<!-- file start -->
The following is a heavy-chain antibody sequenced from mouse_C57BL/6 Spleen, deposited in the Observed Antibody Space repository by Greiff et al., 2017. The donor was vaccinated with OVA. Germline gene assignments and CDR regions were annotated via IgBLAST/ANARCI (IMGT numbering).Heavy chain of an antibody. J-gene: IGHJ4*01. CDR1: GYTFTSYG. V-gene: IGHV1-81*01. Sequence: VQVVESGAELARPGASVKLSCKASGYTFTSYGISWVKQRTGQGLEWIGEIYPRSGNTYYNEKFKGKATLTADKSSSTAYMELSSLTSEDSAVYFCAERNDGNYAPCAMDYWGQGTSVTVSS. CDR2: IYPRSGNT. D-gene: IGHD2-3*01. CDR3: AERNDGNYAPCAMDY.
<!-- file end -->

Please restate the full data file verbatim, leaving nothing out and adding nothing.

The following is a heavy-chain antibody sequenced from mouse_C57BL/6 Spleen, deposited in the Observed Antibody Space repository by Greiff et al., 2017. The donor was vaccinated with OVA. Germline gene assignments and CDR regions were annotated via IgBLAST/ANARCI (IMGT numbering).Heavy chain of an antibody. J-gene: IGHJ4*01. CDR1: GYTFTSYG. V-gene: IGHV1-81*01. Sequence: VQVVESGAELARPGASVKLSCKASGYTFTSYGISWVKQRTGQGLEWIGEIYPRSGNTYYNEKFKGKATLTADKSSSTAYMELSSLTSEDSAVYFCAERNDGNYAPCAMDYWGQGTSVTVSS. CDR2: IYPRSGNT. D-gene: IGHD2-3*01. CDR3: AERNDGNYAPCAMDY.